|Name||No||Yard No||Builder||Laid down||Launched||Comp||Fate|
|De Ruyter, 1933- Van Ghent||DR, 1933- GT||179||De Schelde, Vlissingen||8.1925||23.10.1926||5.1928||wrecked 15.2.1942|
|Evertsen||EV||Burgerhout`s, Rotterdam||8.1925||29.12.1926||5.1928||lost 28.2.1942|
|Kortenaer||KN||Burgerhout`s, Rotterdam||8.1925||30.7.1927||9.1928||sunk 27.2.1942|
|Piet Hein||PH||Burgerhout`s, Rotterdam||8.1925||2.4.1927||1.1928||sunk 19.2.1942|
|Displacement standard, t||
|Displacement full, t||1640|
93.6 pp 98.2 oa
|No of shafts||
2 sets Parsons geared steam turbines, 3 Yarrow boilers
|Power, h. p.||
|Max speed, kts||
4 x 1 - 120/50 Bofors No.4, 2 x 1 - 75/52 SA No.2, 4 x 1 - 12.7/90, 2 x 3 - 533 TT, 4 DCT (12), 32 mines, 1 seaplane (C.VIIW)
In the early twenties Dutch Navy has started replacement of obsolete destroyers of "Roofdier" (Fret) class, built prior to beginning of the First World War. The design was developed by Yarrow and was based on a construction of British destroyer Ambuscade, but was adapted for building by Dutch shipbuilders. Four destroyers were laid down by summer of 1925. They received names in honour of Dutch naval commanders, therefore they are quite often called as 1st series of "Admiralen" type.
Outwardly ships did not differ from British analogues, but there were numerous changes in details. Main calibre consisted of Bofors No.4 120mm/50 guns which placed in single mounts on two fore and aft. Guns No.2 and No.3 had no shields, and No.1 and No.4 were covered only in front. For a fire control two rangefinders were available: one over the bridge, and second on portside of platform between TTs. To increase offensive potential of destroyers, they had mine rails.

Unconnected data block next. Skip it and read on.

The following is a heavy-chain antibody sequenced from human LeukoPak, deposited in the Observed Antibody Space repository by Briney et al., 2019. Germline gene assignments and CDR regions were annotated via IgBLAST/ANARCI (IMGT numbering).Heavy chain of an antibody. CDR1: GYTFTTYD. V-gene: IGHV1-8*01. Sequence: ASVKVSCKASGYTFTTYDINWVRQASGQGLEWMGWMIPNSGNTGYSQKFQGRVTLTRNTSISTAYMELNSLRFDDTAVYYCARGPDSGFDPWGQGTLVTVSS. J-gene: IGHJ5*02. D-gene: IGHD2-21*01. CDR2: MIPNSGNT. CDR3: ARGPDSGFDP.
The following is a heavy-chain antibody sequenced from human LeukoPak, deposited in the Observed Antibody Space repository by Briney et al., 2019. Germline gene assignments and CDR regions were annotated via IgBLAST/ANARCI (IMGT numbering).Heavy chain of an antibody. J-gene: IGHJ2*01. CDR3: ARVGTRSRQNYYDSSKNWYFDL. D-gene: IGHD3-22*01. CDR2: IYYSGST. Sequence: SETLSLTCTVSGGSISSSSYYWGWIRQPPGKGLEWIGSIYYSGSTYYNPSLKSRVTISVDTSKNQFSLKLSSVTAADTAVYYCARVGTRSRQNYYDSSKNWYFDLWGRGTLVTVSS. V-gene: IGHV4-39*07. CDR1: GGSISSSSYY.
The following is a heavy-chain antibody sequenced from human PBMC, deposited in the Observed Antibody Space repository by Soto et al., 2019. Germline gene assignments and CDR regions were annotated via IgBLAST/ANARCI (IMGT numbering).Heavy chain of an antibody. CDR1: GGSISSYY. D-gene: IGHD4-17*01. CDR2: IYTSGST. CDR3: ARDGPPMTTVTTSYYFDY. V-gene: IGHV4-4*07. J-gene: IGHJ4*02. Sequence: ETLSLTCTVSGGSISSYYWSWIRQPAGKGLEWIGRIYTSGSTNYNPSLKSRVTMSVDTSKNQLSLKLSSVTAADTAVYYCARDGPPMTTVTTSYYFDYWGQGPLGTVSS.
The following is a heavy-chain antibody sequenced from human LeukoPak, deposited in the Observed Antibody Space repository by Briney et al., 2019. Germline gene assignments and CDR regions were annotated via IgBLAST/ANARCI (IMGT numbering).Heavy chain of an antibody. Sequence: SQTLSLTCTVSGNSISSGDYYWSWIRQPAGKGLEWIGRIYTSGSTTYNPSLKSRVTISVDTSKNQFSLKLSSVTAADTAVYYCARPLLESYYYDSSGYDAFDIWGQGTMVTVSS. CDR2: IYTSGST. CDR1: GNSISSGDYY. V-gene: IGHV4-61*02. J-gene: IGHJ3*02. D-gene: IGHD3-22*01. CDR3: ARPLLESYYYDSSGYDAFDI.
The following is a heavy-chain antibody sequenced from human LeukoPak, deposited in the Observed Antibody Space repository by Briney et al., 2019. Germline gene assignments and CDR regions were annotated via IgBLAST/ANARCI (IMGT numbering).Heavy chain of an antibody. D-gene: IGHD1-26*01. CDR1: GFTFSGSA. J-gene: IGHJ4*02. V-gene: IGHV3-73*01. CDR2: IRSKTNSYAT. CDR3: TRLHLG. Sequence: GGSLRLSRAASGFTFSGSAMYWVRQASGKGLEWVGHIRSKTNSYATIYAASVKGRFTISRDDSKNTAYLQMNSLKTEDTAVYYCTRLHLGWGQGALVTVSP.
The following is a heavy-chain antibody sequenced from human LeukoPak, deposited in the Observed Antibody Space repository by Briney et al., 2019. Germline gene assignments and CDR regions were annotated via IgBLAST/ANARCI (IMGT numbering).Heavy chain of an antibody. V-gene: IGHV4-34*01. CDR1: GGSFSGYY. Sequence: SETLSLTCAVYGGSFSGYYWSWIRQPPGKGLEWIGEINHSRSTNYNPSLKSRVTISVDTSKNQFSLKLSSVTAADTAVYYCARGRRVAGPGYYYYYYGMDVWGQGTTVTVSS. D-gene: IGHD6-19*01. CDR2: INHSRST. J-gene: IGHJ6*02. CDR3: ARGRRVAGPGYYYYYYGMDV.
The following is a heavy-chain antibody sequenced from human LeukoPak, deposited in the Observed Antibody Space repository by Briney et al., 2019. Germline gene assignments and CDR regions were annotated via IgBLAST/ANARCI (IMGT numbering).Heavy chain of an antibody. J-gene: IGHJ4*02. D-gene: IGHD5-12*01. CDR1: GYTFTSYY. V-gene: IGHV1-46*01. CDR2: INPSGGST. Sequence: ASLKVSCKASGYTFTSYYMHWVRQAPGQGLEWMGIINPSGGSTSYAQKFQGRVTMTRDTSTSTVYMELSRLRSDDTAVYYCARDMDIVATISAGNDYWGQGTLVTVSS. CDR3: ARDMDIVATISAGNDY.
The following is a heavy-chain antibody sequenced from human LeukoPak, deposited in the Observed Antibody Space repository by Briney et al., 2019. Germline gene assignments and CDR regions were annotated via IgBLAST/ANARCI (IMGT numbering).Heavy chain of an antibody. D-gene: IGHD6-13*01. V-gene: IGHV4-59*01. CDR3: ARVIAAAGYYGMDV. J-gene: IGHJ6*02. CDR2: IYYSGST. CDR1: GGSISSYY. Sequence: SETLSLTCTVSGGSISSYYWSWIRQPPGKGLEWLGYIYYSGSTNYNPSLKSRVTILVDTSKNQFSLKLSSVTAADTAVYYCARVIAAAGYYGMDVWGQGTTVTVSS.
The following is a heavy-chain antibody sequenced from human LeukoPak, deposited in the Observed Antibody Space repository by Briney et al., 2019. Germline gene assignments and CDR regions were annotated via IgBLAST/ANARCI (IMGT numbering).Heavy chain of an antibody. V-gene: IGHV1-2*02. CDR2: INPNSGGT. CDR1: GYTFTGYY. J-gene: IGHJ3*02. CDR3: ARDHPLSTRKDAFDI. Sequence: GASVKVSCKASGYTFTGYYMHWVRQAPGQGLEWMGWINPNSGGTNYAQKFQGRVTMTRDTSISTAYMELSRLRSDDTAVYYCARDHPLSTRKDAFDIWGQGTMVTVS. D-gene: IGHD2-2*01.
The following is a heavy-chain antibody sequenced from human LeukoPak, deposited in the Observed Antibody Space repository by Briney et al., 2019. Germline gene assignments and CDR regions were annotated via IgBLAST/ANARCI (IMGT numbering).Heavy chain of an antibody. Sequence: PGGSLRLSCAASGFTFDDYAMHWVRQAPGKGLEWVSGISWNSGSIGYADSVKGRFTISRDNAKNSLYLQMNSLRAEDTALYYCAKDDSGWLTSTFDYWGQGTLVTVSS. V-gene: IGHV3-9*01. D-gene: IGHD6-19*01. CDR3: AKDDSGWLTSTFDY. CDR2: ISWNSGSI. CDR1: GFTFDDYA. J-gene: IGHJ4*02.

Seaplane carrying ability was necessary, according to Dutch Naval commanders, for service in waters of the Dutch East Indies, and was the most unusual detail of the design. Seaplane should be stored over the second TT bank on light platform on which it should be handled by a derrick placing near to a mainmast. In turn, mainmast should be transferred from aft superstructure to platfrom between TTs, and two searchlights have been placed on the platforms abreast fore funnel. Standard seaplane in a beginning of war was Fokker C.VIIW, single-engined double-seat biplane, armed with MGs and capable to carry some small bombs, however to the beginning of operations on Pacific destroyers have landed their aviation equipment.
1940-1941, all: - seaplane
1941, Van Ghent: + type 128 sonar
De Ruyter was renamed Van Ghent in 1933 to free a name to new cruiser. Van Ghent was hard damaged 15.2.1942 as result of wrecking to a reef at Tjillajap, abandoned and sunk by gunfire of destroyer Banckert. Piet Hein was sunk 19.2.1942 by Japanese destroyers Asashio, Oshio and Michishio in Badoeng Strait. Kortenaer was sunk 27.2.1942 by torpedo hit from Japanese cruiser Haguro in Java sea. Evertsen was hard damaged 28.2.1942 in battle against Japanese destroyers Shirakumo and Murakumo in Sunda Strait, ran aground and 1.3.1942 was blown up by crew.
Many thanks to Wolfgang Stöhr for additional information on this page.